The loud music from passing cars never failed to pique the old man on his rocker. The headline about an actual pink elephant was enough to pique my curiosity. Any new handhe…ld electronic device is sure to pique the interest of consumers. (MORE)
It can mean vexed, intrigued, or provoked. Here are some sentences. .
The mysterious note piqued my curiosity. .
He felt piqued when she never showed up. .
Your invitatio…n piqued her interest. You could also refer to a pique, which is a state of vexation. He was in a fine pique after his painting lost the contest. (MORE)
Pique means "to prick". There are different kinds. At the barre they are used, like little quick taps of the tip of the toe with a fully extended and pointed leg. The accent… is up, much like pricking someone with a pin. It's not a stab, but a quick tap. In center they can be used differently. Pique turns, difficult to describe, but you push/slightly jump to an extended leg, to the ball of the foot or pointe, and turn. Also a pique can be a pique arabesque, same idea as the turn but it goes to an arabesque. I have taught ballet for 10 years and was a professional for 11. I have seen and done too many to count. (MORE)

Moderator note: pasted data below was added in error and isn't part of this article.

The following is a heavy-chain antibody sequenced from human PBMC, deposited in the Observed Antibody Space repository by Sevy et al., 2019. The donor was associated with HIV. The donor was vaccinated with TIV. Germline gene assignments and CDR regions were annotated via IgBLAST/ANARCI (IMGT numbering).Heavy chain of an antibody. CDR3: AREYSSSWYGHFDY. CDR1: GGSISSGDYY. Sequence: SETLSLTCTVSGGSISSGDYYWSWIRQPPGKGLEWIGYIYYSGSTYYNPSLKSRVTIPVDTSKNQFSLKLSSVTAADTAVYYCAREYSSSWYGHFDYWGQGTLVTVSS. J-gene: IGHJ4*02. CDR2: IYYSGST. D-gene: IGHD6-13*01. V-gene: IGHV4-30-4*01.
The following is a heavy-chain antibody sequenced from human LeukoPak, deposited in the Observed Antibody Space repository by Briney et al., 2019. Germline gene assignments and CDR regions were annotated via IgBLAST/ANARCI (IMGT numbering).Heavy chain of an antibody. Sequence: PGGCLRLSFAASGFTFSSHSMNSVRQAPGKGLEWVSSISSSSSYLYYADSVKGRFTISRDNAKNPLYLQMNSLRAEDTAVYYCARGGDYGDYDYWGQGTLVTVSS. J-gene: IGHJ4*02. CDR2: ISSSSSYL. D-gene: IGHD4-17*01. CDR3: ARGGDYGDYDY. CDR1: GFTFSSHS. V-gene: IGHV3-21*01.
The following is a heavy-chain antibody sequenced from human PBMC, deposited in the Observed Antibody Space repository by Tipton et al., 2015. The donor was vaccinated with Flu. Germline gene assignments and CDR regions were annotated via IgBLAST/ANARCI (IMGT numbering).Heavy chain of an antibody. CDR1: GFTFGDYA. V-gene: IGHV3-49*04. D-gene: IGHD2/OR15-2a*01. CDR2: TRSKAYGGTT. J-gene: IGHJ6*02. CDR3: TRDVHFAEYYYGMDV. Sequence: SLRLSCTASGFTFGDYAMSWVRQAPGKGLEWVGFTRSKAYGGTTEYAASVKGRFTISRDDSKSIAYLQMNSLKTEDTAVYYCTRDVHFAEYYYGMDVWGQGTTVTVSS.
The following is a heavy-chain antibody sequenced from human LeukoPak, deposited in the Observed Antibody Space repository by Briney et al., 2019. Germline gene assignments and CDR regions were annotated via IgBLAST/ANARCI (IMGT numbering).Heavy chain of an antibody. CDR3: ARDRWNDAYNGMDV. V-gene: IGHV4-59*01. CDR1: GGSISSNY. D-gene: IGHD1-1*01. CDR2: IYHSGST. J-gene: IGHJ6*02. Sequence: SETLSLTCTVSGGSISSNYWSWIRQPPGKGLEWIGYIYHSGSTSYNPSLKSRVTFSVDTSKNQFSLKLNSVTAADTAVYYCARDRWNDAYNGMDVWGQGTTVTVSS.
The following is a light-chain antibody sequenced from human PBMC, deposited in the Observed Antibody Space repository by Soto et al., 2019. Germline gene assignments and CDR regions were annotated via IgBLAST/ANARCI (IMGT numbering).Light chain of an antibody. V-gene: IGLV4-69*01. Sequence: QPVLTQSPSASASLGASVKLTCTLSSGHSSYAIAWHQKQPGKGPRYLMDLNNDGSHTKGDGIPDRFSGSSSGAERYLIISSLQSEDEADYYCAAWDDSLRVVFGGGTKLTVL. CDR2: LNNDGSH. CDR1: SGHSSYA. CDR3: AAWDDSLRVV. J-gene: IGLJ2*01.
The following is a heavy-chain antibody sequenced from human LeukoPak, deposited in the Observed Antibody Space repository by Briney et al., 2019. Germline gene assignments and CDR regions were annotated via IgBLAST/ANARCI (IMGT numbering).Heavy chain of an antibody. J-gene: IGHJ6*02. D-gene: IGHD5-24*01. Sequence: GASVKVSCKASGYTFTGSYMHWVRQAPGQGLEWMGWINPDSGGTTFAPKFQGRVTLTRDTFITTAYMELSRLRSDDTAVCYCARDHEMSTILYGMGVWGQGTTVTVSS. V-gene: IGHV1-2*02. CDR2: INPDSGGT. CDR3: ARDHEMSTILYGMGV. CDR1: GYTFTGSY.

It wasn't my plan to listen to Janea when she talked, but my curiosity was piqued and I realized I owed her that much, considering I was a jerk to her, so I listened, finding …out what she had to say put me in tears. (MORE)
As a noun meaning feelings of resentment over wounded pride or vanity : Jo carefully tended her fit of pique and made it last the whole weekend long. As a verb meaning 1 …to cause such feelings: I admit, I it kinda piques me to see the credit for my work going to whatsisname over there. 2. To spur or provoke, usually with interest or curiosity: This poem of Mrs. Hooble's piqued my interest, and so I learned something about her. 3. to pride oneself, usually with on or upon: The vain who pique themselves on their appearance do well to remember their manners. (MORE)